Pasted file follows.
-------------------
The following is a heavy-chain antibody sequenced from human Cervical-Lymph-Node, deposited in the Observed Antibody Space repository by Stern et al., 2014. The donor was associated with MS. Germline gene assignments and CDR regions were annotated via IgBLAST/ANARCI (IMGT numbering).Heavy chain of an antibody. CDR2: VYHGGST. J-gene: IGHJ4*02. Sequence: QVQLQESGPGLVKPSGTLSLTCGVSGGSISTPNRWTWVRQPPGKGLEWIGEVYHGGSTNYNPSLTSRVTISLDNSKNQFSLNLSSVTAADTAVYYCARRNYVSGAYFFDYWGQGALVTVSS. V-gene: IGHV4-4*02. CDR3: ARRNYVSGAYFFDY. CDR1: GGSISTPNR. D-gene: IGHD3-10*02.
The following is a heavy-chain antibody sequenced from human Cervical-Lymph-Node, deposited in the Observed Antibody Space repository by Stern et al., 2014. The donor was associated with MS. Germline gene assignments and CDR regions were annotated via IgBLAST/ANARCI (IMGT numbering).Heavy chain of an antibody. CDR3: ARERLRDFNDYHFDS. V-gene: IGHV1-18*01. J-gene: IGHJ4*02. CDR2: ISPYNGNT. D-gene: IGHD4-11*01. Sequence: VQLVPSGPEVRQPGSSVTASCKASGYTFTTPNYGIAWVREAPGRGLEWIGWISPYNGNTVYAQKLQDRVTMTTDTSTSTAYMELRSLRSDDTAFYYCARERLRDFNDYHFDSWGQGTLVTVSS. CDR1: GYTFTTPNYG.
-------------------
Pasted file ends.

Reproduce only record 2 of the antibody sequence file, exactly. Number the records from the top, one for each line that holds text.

The following is a heavy-chain antibody sequenced from human Cervical-Lymph-Node, deposited in the Observed Antibody Space repository by Stern et al., 2014. The donor was associated with MS. Germline gene assignments and CDR regions were annotated via IgBLAST/ANARCI (IMGT numbering).Heavy chain of an antibody. CDR3: ARERLRDFNDYHFDS. V-gene: IGHV1-18*01. J-gene: IGHJ4*02. CDR2: ISPYNGNT. D-gene: IGHD4-11*01. Sequence: VQLVPSGPEVRQPGSSVTASCKASGYTFTTPNYGIAWVREAPGRGLEWIGWISPYNGNTVYAQKLQDRVTMTTDTSTSTAYMELRSLRSDDTAFYYCARERLRDFNDYHFDSWGQGTLVTVSS. CDR1: GYTFTTPNYG.